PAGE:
I assume your definition of "ring" requires a unit element, which I'll write as $1$ (without that requirement, the statement is false: you could make all products be $0$). Now if $1+1=0$, we'd have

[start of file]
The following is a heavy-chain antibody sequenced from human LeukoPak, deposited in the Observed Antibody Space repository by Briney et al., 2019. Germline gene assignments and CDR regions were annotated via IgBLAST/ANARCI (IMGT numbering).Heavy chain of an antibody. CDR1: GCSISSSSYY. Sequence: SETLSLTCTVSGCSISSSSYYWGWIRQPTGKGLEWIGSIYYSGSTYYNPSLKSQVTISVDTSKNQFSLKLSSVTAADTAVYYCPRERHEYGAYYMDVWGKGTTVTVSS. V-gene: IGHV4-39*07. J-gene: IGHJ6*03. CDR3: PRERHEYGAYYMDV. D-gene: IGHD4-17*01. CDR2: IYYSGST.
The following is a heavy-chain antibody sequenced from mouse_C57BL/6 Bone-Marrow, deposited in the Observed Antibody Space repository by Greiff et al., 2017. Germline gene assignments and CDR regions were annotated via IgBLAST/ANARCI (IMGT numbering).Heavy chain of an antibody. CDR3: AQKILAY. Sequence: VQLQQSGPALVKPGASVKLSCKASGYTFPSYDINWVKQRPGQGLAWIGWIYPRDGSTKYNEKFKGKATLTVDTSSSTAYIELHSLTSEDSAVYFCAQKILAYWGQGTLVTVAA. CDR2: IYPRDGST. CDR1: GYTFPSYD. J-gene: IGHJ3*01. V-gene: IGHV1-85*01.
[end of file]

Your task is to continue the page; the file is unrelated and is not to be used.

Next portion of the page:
$r+r = (1+1)\cdot r = 0$ for all $r \in R$, but then the order of the additive group of $R$ couldn't be $10$. Similarly, $1+1+1+1+1$ can't be $0$. So $1$ must have order $10$ in the additive group of $R$, and all members of $R$ are $0, 1, 2=1+1, \ldots, 9=1+1+1+1+1+1+1+1+1$. Expanding it out, any $i \cdot j$ is the sum of $i j$ $1$'s, and this is $k$ where $k \equiv i j \mod 10$.